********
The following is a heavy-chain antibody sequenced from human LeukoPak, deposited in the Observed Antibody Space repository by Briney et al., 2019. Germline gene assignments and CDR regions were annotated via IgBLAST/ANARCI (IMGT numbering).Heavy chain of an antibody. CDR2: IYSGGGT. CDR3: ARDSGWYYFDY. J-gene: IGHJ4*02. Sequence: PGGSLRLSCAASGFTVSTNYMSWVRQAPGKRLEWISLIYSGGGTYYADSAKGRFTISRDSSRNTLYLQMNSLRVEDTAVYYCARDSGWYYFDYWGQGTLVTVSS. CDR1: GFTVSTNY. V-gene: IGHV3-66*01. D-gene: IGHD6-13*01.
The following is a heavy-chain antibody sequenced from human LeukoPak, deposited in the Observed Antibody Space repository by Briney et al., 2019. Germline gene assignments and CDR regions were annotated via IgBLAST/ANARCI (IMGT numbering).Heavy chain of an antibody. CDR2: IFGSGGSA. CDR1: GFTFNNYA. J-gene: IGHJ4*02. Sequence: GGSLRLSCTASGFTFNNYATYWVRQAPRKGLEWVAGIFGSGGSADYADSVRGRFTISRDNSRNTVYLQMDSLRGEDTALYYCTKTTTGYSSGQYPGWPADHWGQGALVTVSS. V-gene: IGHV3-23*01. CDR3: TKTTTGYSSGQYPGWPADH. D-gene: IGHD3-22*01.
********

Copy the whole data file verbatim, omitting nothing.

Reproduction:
The following is a heavy-chain antibody sequenced from human LeukoPak, deposited in the Observed Antibody Space repository by Briney et al., 2019. Germline gene assignments and CDR regions were annotated via IgBLAST/ANARCI (IMGT numbering).Heavy chain of an antibody. CDR2: IYSGGGT. CDR3: ARDSGWYYFDY. J-gene: IGHJ4*02. Sequence: PGGSLRLSCAASGFTVSTNYMSWVRQAPGKRLEWISLIYSGGGTYYADSAKGRFTISRDSSRNTLYLQMNSLRVEDTAVYYCARDSGWYYFDYWGQGTLVTVSS. CDR1: GFTVSTNY. V-gene: IGHV3-66*01. D-gene: IGHD6-13*01.
The following is a heavy-chain antibody sequenced from human LeukoPak, deposited in the Observed Antibody Space repository by Briney et al., 2019. Germline gene assignments and CDR regions were annotated via IgBLAST/ANARCI (IMGT numbering).Heavy chain of an antibody. CDR2: IFGSGGSA. CDR1: GFTFNNYA. J-gene: IGHJ4*02. Sequence: GGSLRLSCTASGFTFNNYATYWVRQAPRKGLEWVAGIFGSGGSADYADSVRGRFTISRDNSRNTVYLQMDSLRGEDTALYYCTKTTTGYSSGQYPGWPADHWGQGALVTVSS. V-gene: IGHV3-23*01. CDR3: TKTTTGYSSGQYPGWPADH. D-gene: IGHD3-22*01.